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Sears Bank & Trust Co. v. Luckman






APPEAL from the Circuit Court of Cook County; the Hon. PAUL F. ELWARD, Judge, presiding.


This is an interlocutory appeal taken by defendants First Los Angeles Bank and the Federal Reserve Bank of San Francisco from the trial court's order denying their motions to quash service of summons. The trial court found that its order involves a question of law as to which there is substantial ground for difference of opinion and certified the order for immediate appeal. We permitted prosecution of the appeal pursuant to Supreme Court Rule 308. (Ill. Rev. Stat. 1975, ch. 110A, par. 308.) The sole issue to be determined is whether the court properly exercised in personam jurisdiction over the nonresident defendant banks pursuant to the Illinois long-arm statute. Ill. Rev. Stat. 1975, ch. 110, par. 17(1).

Plaintiff, Sears Bank and Trust Company, is an Illinois banking corporation. In its amended complaint Sears Bank alleges that on or about December 9, 1975, Barry Marlin, a citizen of California, delivered to it a check dated December 4, 1975, in the amount of $25,000 which he drew upon his account at First Los Angeles Bank in Los Angeles, California, payable to "Sears Bank & Trust Co." The check was issued to discharge an alleged indebtedness due plaintiff. Upon receipt of the check, Sears Bank allegedly transmitted it to First National Bank of Chicago for collection. First National allegedly forwarded the check to Bank of America National Trust and Savings Association in San Francisco whereupon the check was sent to the Federal Reserve Bank of San Francisco. The Federal Reserve Bank transmitted the item to First Los Angeles Bank for payment. First Los Angeles Bank dishonored the check because of insufficient funds.

Sears Bank alleges that it did not receive notice of the dishonor until January 8, 1976. Believing the check had been honored, it returned the note which secured the underlying obligation of the drawer of the check. Sears Bank further charges that defendant banks negligently mishandled the check during the collection process so that it was not timely delivered to First Los Angeles for payment nor was it timely honored by First Los Angeles. Sears Bank further charges defendant banks with mishandling of the check after it was dishonored so that plaintiff was not afforded timely notice of its dishonor.

In support of the Federal Reserve Bank's motion to quash service of summons, R.L. Rasmussen, administrative services officer of the Los Angeles branch of the Federal Reserve Bank, filed his affidavit concerning the handling of the check by the Federal Reserve Bank of San Francisco. He stated that the Federal Reserve Bank of San Francisco operates solely within the geographical limits of its territory which includes California, Oregon, Idaho, Washington, Utah, Nevada, Arizona, Alaska, and Hawaii. The Federal Reserve Bank processes checks, some of which have been deposited in Illinois banks and some of which are payable to Illinois banks. All processing of checks, however, takes place within the Federal Reserve Bank's geographical district. Rasmussen further stated that the Federal Reserve Bank first received the check in question as a cash item from Bank of America-Los Angeles on December 12, 1975. That same day, the Federal Reserve Bank stamped its endorsement on the check and transmitted it to First Los Angeles, the drawee. At 8:50 a.m. on December 17, an employee of First Los Angeles, identified only as Steve, telephoned a check clerk, Joan Gedeon, at Federal Reserve Bank. Steve told her that a $25,000 item was being returned because of insufficient funds. Steve informed Gedeon that the prior endorser was Bank of America-Los Angeles and that the item was payable to Sears Bank. Gedeon recorded the information and relayed the information by telephone to an employee of Bank of America-Los Angeles. That same day the Federal Reserve Bank received the check as a return item and forwarded it to Bank of America-Los Angeles.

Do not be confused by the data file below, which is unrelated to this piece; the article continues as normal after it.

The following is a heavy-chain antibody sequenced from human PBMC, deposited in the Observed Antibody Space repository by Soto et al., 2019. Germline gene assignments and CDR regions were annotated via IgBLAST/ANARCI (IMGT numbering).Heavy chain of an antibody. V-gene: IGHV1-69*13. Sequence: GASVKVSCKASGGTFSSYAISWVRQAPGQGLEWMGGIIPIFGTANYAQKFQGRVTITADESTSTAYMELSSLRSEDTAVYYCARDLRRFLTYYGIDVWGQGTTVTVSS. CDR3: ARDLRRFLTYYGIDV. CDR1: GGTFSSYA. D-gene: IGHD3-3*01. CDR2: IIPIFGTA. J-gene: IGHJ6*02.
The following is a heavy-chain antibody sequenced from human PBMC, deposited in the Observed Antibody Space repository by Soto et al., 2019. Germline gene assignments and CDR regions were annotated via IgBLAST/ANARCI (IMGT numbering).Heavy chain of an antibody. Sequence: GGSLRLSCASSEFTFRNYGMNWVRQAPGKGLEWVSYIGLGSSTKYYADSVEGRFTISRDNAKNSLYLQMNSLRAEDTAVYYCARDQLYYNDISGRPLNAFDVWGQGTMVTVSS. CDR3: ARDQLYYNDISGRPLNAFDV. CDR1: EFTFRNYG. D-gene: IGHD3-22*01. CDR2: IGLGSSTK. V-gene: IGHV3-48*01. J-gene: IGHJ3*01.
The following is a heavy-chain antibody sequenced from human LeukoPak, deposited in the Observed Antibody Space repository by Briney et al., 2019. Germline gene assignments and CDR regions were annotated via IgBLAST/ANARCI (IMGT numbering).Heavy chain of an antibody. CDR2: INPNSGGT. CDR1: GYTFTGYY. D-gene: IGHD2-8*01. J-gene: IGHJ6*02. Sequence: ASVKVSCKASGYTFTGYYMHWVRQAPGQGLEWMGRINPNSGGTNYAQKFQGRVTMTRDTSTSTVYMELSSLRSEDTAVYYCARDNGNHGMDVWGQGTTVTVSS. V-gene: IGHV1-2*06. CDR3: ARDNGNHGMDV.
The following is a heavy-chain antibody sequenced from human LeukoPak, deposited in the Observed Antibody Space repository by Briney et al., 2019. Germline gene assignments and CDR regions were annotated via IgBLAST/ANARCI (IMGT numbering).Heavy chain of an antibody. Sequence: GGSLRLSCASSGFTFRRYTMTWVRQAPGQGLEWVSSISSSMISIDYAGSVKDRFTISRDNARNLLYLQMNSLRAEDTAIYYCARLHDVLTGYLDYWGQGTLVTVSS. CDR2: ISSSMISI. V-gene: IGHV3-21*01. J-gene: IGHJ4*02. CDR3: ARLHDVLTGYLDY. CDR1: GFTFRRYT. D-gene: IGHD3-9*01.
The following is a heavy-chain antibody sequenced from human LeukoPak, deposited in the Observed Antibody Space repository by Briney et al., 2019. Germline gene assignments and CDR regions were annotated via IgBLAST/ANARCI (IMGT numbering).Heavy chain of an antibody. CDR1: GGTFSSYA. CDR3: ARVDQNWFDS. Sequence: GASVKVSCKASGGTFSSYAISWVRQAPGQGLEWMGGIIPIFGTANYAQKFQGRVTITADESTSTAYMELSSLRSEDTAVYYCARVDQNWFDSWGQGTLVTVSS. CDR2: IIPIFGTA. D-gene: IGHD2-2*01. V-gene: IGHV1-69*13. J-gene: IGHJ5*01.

On December 30, 1975, the Federal Reserve Bank received the check as part of a "low speed" cash letter from Bank of America-Los Angeles. The Federal Reserve Bank processed the check and transmitted it to First Los Angeles on January 5, 1976. On the afternoon of January 7, a First Los Angeles employee telephoned a check clerk at the Federal Reserve Bank about the check and on the following morning the clerk relayed the information about the check to an employee at Bank of America-Los Angeles. That same day the Federal Reserve Bank received the item from First Los Angeles and sent it to Bank of America-Los Angeles.

Thomas J. Kempf, executive vice-president of First Los Angeles, executed an affidavit in its behalf. In it he stated that First Los Angeles has never maintained an office or place of business in Illinois and has never employed an officer or agent in Illinois. The bank maintained only two offices, one in Los Angeles and the other in Beverly Hills, California.

The two banks each moved to quash service of summons issued pursuant to the Illinois long-arm statute. (Ill. Rev. Stat. 1975, ch. 110, par. 17(2).) The banks contend that Sears Bank failed to allege facts sufficient to render them amenable to the jurisdiction of Illinois courts>.

The long-arm statute provides in pertinent part:

"(1) Any person, whether or not a citizen or resident of this State, who in person or through an agent does any of the acts hereinafter enumerated, thereby submits such person * * * to the jurisdiction of the courts> of this State as to any cause of action arising from the doing of such acts:

(a) The transaction of any business within this State;

(b) The commission of a tortious act within this State;

(3) Only causes of action arising from acts enumerated herein may be asserted against a defendant in an action in which jurisdiction over him is based upon this Section."

• 1, 2 In International Shoe Co. v. Washington (1945), 326 U.S. 310, 90 L.Ed. 95, 66 S.Ct. 154, the Supreme Court set out the requirements which must be satisfied in order for a state to exercise personal jurisdiction over a non-resident defendant. The court held that due process demands a defendant to "have certain minimum contacts with [the forum state] such that the maintenance of the suit does not offend `traditional notions of fair play and substantial justice.'" (326 U.S. 310, 316, 90 L.Ed. 95, 102, 66 S.Ct. 154.) In Hanson v. Denckla (1958), 357 U.S. 235, 253, 2 L.Ed.2d 1283, 1298, 78 S.Ct. 1228, the court reaffirmed its International Shoe holding, stating that "it is essential in each case that there be some act by which the defendant purposefully avails itself of the privilege of conducting activities within the forum State, thus invoking the benefits and protections of its laws." Whether the type of activity conducted within Illinois is adequate to satisfy due process requirements, however, depends upon the facts in the particular case. (Gray v. American Radiator & Standard Sanitary Corp. (1961), 22 Ill.2d 432, 176 N.E.2d 761.) It is the nature and quality of defendant's conduct which must be assessed when determining whether in personam jurisdiction can be properly exercised. (Honeywell, Inc. v. Metz Apparatewerke (7th Cir. 1975), 509 F.2d 1137.) The test, therefore, is a flexible one which emphasizes the reasonableness of subjecting a defendant to suit in a foreign jurisdiction. First National Bank v. Screen Gems, Inc. (1976), 40 Ill. App.3d 427, 352 N.E.2d 285.